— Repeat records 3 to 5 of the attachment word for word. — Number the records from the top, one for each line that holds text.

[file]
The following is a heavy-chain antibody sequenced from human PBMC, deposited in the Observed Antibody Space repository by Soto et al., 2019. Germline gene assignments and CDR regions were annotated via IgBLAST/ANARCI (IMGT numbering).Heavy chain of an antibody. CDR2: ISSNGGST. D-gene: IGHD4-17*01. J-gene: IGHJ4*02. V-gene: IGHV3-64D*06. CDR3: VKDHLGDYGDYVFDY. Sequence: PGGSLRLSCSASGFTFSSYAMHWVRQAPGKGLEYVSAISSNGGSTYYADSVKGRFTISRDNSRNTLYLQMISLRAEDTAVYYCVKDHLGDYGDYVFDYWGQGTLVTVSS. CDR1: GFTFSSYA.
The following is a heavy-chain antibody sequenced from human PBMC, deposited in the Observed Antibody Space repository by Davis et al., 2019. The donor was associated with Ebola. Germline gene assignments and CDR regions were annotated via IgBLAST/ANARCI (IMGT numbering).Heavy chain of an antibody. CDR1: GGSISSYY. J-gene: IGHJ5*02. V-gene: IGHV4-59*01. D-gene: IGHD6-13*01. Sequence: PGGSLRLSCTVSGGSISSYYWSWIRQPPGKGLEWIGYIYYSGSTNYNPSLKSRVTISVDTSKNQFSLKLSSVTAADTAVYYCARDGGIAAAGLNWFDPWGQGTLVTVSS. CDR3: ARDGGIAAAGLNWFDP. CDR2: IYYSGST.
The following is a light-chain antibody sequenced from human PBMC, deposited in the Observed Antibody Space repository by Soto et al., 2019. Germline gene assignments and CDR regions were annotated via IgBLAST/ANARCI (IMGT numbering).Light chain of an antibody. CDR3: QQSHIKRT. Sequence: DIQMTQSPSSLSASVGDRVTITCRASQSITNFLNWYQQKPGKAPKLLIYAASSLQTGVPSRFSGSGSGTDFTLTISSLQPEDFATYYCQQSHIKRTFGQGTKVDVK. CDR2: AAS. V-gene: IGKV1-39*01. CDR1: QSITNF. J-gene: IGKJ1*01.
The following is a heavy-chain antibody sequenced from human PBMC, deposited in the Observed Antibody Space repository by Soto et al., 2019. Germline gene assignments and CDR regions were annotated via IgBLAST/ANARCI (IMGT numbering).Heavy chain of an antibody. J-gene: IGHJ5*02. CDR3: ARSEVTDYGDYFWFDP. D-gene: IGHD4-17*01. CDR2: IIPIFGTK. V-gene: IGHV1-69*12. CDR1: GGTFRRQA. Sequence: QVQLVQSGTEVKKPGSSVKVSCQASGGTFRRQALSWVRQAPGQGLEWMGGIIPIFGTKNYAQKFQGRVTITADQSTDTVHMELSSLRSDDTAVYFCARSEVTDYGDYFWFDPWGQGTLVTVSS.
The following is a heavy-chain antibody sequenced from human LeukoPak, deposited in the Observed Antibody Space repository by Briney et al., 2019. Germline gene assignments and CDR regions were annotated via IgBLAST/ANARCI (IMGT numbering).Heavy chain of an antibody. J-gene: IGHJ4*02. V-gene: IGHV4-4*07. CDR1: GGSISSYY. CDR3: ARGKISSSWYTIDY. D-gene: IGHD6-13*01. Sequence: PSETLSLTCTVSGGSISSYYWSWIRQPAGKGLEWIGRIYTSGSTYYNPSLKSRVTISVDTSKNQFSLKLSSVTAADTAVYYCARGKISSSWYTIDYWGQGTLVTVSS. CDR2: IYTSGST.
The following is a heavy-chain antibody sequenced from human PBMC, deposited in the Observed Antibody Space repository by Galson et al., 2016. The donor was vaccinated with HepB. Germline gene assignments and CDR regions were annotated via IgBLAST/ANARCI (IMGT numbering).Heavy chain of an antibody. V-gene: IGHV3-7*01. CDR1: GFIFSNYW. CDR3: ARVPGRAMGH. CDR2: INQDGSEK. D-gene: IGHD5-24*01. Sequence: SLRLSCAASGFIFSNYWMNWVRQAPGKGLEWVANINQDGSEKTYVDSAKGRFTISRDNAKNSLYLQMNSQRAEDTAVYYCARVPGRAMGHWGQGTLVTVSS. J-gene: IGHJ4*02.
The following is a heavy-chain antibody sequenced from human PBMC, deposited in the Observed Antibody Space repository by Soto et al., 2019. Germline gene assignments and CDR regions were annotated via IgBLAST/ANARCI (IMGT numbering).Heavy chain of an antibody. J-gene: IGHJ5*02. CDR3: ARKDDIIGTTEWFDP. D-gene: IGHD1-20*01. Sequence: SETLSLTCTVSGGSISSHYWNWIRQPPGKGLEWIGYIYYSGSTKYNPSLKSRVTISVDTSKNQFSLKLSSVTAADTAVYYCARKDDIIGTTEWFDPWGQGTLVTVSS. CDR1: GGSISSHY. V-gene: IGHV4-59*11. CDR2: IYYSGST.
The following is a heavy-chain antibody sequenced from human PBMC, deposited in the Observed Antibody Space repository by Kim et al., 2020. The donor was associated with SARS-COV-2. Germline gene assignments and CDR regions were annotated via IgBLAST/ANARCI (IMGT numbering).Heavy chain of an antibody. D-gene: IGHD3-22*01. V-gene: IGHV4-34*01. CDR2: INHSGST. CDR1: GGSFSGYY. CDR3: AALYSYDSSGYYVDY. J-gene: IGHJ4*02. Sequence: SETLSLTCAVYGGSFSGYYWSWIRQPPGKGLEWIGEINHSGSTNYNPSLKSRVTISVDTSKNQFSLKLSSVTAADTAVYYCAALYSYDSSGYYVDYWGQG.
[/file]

The following is a light-chain antibody sequenced from human PBMC, deposited in the Observed Antibody Space repository by Soto et al., 2019. Germline gene assignments and CDR regions were annotated via IgBLAST/ANARCI (IMGT numbering).Light chain of an antibody. CDR3: QQSHIKRT. Sequence: DIQMTQSPSSLSASVGDRVTITCRASQSITNFLNWYQQKPGKAPKLLIYAASSLQTGVPSRFSGSGSGTDFTLTISSLQPEDFATYYCQQSHIKRTFGQGTKVDVK. CDR2: AAS. V-gene: IGKV1-39*01. CDR1: QSITNF. J-gene: IGKJ1*01.
The following is a heavy-chain antibody sequenced from human PBMC, deposited in the Observed Antibody Space repository by Soto et al., 2019. Germline gene assignments and CDR regions were annotated via IgBLAST/ANARCI (IMGT numbering).Heavy chain of an antibody. J-gene: IGHJ5*02. CDR3: ARSEVTDYGDYFWFDP. D-gene: IGHD4-17*01. CDR2: IIPIFGTK. V-gene: IGHV1-69*12. CDR1: GGTFRRQA. Sequence: QVQLVQSGTEVKKPGSSVKVSCQASGGTFRRQALSWVRQAPGQGLEWMGGIIPIFGTKNYAQKFQGRVTITADQSTDTVHMELSSLRSDDTAVYFCARSEVTDYGDYFWFDPWGQGTLVTVSS.
The following is a heavy-chain antibody sequenced from human LeukoPak, deposited in the Observed Antibody Space repository by Briney et al., 2019. Germline gene assignments and CDR regions were annotated via IgBLAST/ANARCI (IMGT numbering).Heavy chain of an antibody. J-gene: IGHJ4*02. V-gene: IGHV4-4*07. CDR1: GGSISSYY. CDR3: ARGKISSSWYTIDY. D-gene: IGHD6-13*01. Sequence: PSETLSLTCTVSGGSISSYYWSWIRQPAGKGLEWIGRIYTSGSTYYNPSLKSRVTISVDTSKNQFSLKLSSVTAADTAVYYCARGKISSSWYTIDYWGQGTLVTVSS. CDR2: IYTSGST.